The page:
The attack hit the US morning news cycle. It wasn't the end of attacks today in Iraq. In the one that will probably have the most impact the Baghdad-based government, Parliament was attacked. Confusion remains as to what it was attacked with. Mohammed Tawfeeq (CNN) puts it this way, "Also Monday, a mortar round landed inside the heavily fortified Green Zone, killing at least two people, police said. The round landed on the outdoor car park that belongs to the Iraqi Parliament compound and hit a car. " Citing the news channel Al-Arabiya, Adnkronos Security maintains it was a rocket. KUNA states mortars and that it "hit a parking lot near the parliament" leaving at least four injured. Aswat al-Iraq notes Parliament's Mohammed al-Khalidi states it was a car and a suicide bombing, "the car exploded outside the parliament building, where the driver was trying enter, but blocked by a military hummer, which obliged him to commit suicide." AFP emphasizes the confusion over details, "The explosion in the parking lot of the Iraqi parliament was caused by a mortar round, said Baghdad security spokesman Qassem al-Moussawi and several other sources. However, at least two sources at parliament said it was a car bomb." Parliament's spokesperson Aidan Helmi declares the attack was an attempted assassination of Speaker of Parliament Osama al-Nujaifi and states the car involved was similar to the cars used in Nujaifi's security detail and that when asked to display a security badge, the car slammed into anothe car, the driver got out and detonated a bomb on his person. Jack Healy, Yasir Ghazi, Andrew E. Kramer and Zaid Thaker (New York Times) observe, "An attempted bombing steps outside Parliament would represent a serious security breach inside one of the capital's most heavily guarded sectors, raising questions about the competence -- or complicity -- of security forces. Parliament sits inside the Green Zone, the locked-down expanse along the Tigris River that houses many Iraqi governmetn buildings and the American Embassy."
"In the one that will probably have the most impact the Baghdad-based government, Parliament was attacked"? That's a statement based on past precedent. In the rush-rush effort to forever pimp the newest cause (OWS currently) and ingore actual news in favor of what you wish was news, many things get forgotten. The Bremer walls? Does anyone remember why they went up? Because of attacks in Baghdad. Yeah, but it was one attack in particular that got them up real quick.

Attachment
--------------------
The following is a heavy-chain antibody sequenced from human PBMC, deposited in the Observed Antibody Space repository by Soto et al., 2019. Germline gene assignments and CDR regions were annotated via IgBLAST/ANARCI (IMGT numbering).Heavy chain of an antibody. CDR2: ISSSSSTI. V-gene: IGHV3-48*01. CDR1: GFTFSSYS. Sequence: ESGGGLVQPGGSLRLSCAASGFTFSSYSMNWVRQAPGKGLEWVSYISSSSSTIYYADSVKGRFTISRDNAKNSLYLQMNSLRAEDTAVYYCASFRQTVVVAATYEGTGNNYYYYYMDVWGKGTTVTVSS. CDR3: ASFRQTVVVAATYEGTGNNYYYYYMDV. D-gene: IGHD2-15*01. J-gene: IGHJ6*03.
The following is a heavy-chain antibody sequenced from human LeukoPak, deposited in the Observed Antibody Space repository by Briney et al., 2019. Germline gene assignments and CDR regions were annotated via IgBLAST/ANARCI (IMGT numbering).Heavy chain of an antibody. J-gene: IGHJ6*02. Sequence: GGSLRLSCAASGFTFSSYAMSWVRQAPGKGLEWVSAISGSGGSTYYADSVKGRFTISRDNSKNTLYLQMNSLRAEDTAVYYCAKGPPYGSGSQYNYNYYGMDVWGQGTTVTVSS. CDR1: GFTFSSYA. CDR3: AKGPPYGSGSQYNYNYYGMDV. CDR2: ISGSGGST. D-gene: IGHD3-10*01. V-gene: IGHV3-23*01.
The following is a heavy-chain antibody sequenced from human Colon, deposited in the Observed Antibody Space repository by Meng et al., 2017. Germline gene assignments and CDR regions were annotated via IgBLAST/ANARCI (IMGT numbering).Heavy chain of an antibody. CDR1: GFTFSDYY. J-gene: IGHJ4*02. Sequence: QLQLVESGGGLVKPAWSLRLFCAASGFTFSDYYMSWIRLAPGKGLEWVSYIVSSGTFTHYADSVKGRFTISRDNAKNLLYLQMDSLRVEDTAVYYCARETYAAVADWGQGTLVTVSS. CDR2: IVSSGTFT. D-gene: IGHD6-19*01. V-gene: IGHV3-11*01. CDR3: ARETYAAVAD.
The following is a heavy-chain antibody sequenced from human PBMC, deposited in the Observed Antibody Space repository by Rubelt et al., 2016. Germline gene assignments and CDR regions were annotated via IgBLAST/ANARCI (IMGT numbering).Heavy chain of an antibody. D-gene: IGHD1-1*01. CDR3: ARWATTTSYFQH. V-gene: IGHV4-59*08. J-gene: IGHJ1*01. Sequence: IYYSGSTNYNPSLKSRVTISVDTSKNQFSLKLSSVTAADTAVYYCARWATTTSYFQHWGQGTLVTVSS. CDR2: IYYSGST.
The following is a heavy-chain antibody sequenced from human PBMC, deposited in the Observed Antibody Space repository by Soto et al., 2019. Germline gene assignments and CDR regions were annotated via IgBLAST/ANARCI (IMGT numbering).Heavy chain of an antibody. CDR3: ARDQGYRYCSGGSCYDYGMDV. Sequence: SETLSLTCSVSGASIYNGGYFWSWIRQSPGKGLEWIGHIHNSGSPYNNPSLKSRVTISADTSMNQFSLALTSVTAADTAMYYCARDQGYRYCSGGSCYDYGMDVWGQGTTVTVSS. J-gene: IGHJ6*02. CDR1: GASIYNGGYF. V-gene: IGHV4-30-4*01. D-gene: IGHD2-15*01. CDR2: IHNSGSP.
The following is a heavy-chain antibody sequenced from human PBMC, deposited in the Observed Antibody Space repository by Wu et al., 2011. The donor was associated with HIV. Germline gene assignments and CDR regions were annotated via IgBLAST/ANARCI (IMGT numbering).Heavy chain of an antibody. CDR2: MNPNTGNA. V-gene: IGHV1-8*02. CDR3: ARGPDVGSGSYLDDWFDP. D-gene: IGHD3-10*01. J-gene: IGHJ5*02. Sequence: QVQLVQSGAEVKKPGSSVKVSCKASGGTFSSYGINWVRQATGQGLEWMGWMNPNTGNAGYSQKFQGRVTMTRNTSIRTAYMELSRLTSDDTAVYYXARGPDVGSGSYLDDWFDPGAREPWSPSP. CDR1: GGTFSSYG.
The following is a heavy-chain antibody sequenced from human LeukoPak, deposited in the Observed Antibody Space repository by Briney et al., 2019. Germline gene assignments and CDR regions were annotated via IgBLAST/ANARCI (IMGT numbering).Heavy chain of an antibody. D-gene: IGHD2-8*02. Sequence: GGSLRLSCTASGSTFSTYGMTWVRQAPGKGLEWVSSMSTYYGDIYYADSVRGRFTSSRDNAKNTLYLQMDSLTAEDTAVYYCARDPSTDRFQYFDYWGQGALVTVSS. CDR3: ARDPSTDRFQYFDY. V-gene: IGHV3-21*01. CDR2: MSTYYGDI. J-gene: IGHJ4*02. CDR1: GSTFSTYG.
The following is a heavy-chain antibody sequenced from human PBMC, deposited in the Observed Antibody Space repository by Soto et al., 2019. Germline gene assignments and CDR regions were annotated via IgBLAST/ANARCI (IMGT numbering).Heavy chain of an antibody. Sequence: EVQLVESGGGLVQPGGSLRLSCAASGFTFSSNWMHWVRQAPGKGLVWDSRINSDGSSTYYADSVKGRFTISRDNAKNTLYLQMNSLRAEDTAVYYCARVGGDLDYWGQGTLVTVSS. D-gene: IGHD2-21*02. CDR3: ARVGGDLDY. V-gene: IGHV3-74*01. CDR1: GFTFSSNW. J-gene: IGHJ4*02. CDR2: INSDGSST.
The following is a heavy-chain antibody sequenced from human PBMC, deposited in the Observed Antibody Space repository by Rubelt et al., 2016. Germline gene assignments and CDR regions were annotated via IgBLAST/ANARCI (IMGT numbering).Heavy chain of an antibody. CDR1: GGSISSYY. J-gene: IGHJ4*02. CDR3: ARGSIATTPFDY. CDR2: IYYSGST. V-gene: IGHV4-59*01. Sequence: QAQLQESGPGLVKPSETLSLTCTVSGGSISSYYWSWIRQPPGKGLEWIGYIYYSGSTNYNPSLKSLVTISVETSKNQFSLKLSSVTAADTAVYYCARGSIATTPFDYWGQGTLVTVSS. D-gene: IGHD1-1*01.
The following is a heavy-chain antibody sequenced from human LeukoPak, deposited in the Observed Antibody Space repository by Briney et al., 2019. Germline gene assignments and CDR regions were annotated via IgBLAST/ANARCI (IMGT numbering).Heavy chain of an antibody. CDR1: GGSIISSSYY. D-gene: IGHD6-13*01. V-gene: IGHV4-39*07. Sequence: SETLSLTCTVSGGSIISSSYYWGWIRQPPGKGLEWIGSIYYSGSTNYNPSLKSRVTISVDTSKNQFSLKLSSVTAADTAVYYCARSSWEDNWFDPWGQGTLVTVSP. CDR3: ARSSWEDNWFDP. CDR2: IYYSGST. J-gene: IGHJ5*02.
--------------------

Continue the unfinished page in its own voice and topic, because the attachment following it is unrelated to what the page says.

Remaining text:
Dropping back to the June 23, 2006 snapshot:

The ten day old "crackdown" in Baghdad, which has had little measurable impact on stopping violence, sprouted a new development today: "State of emergency." As Amy Goodman (Democracy Now!) noted this morning, "Earlier today, insurgents set up roadblocks and opened fire on U.S. and Iraqi troops close to the US-run Green Zone." The Associated Press reports this was done as fighting forces seemed intent on breaching "the heavily fortified Green Zone." As Sandra Lupien noted on KPFA's The Morning Show, amidst the violence, US troops "rushed to the area." Current prime minister Nouri al-Maliki has "ordered everyone off the streets" of Baghdad, provided "broader arrest powers" and placed "a ban on carrying weapons."
last declared a state of emergency (or martial law) in November of 2004 for the entire country (exempting only Kurdish areas in the north).Then prime minister Iyad Allawi declared it when violence broke out through much of the country as US forces geared up for their attack on/slaughter of Falluja. Current prime minister al-Maliki has declared a state of emergency for Baghdad only. A state of emergency was declared for the city of Basra in May of this year. Euronews notes that the Basra state of emergency "has not deterred militants." Omar al-Ibadi and Haider Salahaddin (Reuters) report that today in Basra a car bomb went off (police say ten killed, hospital says five).
Sam Knight (Times of London) reports that "the 5 million inhabitants of the Iraqi capital [were] given just two hours notice of a curfew" (started at 2:00 pm in Baghdad, as Knight notes, but it was set to end at 5:00 pm and not, as Knight reports, on Saturday -- since Knight filed, al-Maliki shortened the curfew). Knight notes the paper's Baghdad correspondent Ned Parker terming the "extended gun battle . . . just north of the fortified Green Zone" a "free-for-all." Along with gunfire and mortars, Reuters reports that two US troops died today "when their vehicle struck a roadside bomb southeast of Baghdad."
What followed were mutliple bombings in Baghdad for mutliple days and Nouri floating that there could be 'forgiveness' for 'insurgents' and then the wallas and walls and walls throughout Baghdad.
When the Green Zone was almost breached, when that safe area for Iraq's rulers was in danger, suddenly there was no tolerance for violence. When it was outside the Green Zone, when it remains outside, the tolerance is high and little is done by the Baghdad-based central government. So it is very likely that today's attack on Parliament will be taken more seriously than other recent attacks.